Posts Tagged ‘Indian “blood”’

American Expansion

After the American Revolution, the U. S. began to sign treaties with Native groups, identified as Tribes, and increasingly tried to take on a dual role of protector and supervisor with sometimes disastrous results. In the late 18th and early 19th centuries, Indians still lived in villages where several Native groups, European traders, and mixed-ancestry [...]


By the 1930s, reform groups were criticizing Indian affairs policy by pointing to fiscal mismanagement and social injustice. In 1924, Congress had declared Indians to be citizens of the United States, yet they still were considered wards of the federal government and denied the right to vote in many states. The reform movement laid the [...]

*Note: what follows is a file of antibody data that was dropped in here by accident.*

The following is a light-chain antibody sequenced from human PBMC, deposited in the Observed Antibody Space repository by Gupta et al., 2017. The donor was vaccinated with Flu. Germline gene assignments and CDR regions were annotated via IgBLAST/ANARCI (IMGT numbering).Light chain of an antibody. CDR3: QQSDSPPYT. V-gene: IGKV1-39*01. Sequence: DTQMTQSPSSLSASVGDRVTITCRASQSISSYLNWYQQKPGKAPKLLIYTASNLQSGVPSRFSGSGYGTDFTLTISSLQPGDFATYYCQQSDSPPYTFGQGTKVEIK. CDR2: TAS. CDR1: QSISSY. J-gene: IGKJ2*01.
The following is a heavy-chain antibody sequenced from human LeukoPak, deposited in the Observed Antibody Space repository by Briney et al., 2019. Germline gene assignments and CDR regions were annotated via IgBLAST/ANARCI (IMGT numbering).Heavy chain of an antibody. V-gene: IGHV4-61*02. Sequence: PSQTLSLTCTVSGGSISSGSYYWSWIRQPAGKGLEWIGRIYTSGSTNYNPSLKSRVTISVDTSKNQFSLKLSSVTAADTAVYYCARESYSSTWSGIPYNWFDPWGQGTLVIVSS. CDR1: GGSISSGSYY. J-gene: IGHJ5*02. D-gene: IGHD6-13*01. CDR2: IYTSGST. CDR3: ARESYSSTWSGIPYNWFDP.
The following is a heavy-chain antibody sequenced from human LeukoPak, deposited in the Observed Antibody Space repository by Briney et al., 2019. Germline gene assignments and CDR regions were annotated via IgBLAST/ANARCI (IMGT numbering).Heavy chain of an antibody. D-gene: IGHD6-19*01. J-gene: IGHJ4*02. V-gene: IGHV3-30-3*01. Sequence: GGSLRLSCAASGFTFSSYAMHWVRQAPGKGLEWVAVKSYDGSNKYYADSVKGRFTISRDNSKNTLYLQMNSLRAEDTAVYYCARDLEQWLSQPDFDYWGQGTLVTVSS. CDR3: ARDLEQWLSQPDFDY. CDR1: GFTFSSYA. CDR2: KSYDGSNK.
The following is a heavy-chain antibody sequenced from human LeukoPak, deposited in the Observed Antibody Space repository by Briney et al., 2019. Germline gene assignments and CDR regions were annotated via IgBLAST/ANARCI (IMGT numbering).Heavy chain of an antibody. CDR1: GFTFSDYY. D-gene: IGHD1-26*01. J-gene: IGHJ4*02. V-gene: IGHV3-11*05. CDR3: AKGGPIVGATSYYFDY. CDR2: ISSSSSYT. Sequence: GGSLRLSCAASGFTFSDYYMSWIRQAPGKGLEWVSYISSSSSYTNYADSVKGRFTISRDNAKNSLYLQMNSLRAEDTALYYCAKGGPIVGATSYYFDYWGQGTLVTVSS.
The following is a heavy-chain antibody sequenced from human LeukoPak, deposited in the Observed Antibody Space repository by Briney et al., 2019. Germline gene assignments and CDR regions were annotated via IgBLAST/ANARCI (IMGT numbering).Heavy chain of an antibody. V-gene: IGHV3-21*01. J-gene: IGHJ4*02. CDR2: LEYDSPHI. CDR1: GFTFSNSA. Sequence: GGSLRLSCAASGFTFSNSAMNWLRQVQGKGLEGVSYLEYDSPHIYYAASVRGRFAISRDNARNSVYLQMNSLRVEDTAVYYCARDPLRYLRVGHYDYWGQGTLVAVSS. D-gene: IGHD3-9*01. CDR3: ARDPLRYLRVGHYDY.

Who are the “real” Indians? In the 2000 U. S. Census, 2.5 million Americans self-identified as American Indians and about 1.6 million as “part” Indian. Self-identification does not necessarily mean that a person is an acknowledged member of an Indian community or legally recognized as “Indian.” One way to think about this is to differentiate [...]